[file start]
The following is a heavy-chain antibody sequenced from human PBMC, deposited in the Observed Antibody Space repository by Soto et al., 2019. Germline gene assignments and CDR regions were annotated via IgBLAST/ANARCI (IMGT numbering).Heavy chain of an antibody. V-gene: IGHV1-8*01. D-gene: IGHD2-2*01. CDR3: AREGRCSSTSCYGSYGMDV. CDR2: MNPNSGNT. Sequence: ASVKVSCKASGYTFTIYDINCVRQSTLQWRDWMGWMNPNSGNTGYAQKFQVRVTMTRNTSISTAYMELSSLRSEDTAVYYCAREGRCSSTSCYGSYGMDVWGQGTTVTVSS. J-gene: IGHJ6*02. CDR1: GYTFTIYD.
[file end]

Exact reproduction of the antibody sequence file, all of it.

The following is a heavy-chain antibody sequenced from human PBMC, deposited in the Observed Antibody Space repository by Soto et al., 2019. Germline gene assignments and CDR regions were annotated via IgBLAST/ANARCI (IMGT numbering).Heavy chain of an antibody. V-gene: IGHV1-8*01. D-gene: IGHD2-2*01. CDR3: AREGRCSSTSCYGSYGMDV. CDR2: MNPNSGNT. Sequence: ASVKVSCKASGYTFTIYDINCVRQSTLQWRDWMGWMNPNSGNTGYAQKFQVRVTMTRNTSISTAYMELSSLRSEDTAVYYCAREGRCSSTSCYGSYGMDVWGQGTTVTVSS. J-gene: IGHJ6*02. CDR1: GYTFTIYD.